I’m back in Santa Barbara, California.
We lived here for two years in a compound once owned by the Beach Boys. In fact, we lived in the Love house, once inhabited by Mike Love. A very generous couple gave it to us, to live and work in. Our neighbors were kind and warmhearted. Later, even New Englanders would wonder why we left paradise to go and live in snowy, cold Montague.
Santa Barbara was almost too beautiful. You caught your breath every morning coming out on the deck. We slept with the endless sound of waves crashing onto shore. There’s something about that feel of eternity that lulls you into insignificance, not just you but also the suffering of the world around you, the full catastrophe.
Yes, garden workers are here from Mexico, how can you miss them? And yes, Bernie and I went out onto the streets, walking down from the Mesa all the way downtown (did he really then walk that long?). A law had just been passed in Santa Barbara making it illegal for homeless people to sleep in their cars, and if you dozed off on the beach a policeman might wake you and tell you to move on. Of course, only if you looked a certain way. You have your old lady with you, they told Bernie, you’ll be fine.
We flew off from here and traveled to many places, returning to this place where day after day the ocean sparkled, surfers surfed, dolphins frolicked, and whales cruised slowly by between the beach and the Channel Islands.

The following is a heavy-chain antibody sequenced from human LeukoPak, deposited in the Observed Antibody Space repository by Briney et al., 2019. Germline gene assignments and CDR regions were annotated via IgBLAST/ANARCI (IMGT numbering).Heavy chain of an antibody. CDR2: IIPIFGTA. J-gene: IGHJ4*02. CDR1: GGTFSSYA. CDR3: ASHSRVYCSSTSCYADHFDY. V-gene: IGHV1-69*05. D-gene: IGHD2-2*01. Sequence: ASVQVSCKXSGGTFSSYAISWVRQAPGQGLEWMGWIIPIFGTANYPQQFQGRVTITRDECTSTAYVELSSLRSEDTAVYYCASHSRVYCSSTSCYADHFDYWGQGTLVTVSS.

Finally we left to New England, where the winters are really cold and the nearest ocean is 2 hours away, where folks told us we were crazy to come there from a place called Santa Barbara.
The photo above shows you where Bernie used to sit. He had an office indoors, but why bother? He sat on the deck 30 feet from cliff’s edge, looking out at the ocean far below. He wore jeans and Hawaiian shirt, and smoked his cigar while working on his computer or talking on the phone.
My office, on the other hand, was in back of the house, a middle room wedged between the bathroom and our neighbor’s studio. My view was of the lemon and cherimoya trees, and the world’s most colorful cactuses. Micro rather than macro.
The view of the ocean was too much, I told Bernie, who told me I was crazy. But I still feel that even now, as I write where he once worked. Some things are too big, too awesome, to be confronted head-on. I have to come up to them sideways, shyly, like an invited guest. Look out at infinity, but never lose sight of the young man in sombrero mowing the lawn, or another digging under the grass to put a wire contraption with which to trap the gophers.
Let me break your heart by telling you that there’s a hot tub right at the edge, where I go in at night and then stand by the railing and look down at the high tide. There’s danger there. When you look down at so much, it’s easy to feel you’re on top of the world, that perhaps you are the top of the world.
This place is full of love and recollection. We got married here, we fought here, left here, came back, left here again. A dog’s ashes were sprinkled here; we went vegetarian and made pasta dinners for our neighbors with a tomato sauce that Bernie nursed all day long.
A Buddha sits close to the edge of the cliff, but to his side stands the charred sculpture of a human being, one arm outstretched. Just one arm to envelop all my wantings and nostalgia, the fierceness inside that wants more and more and more. Yes, I practice Zen, shouldn’t grasp so much. But just look at this world, look at it! And then tell me about your own glorious attachments.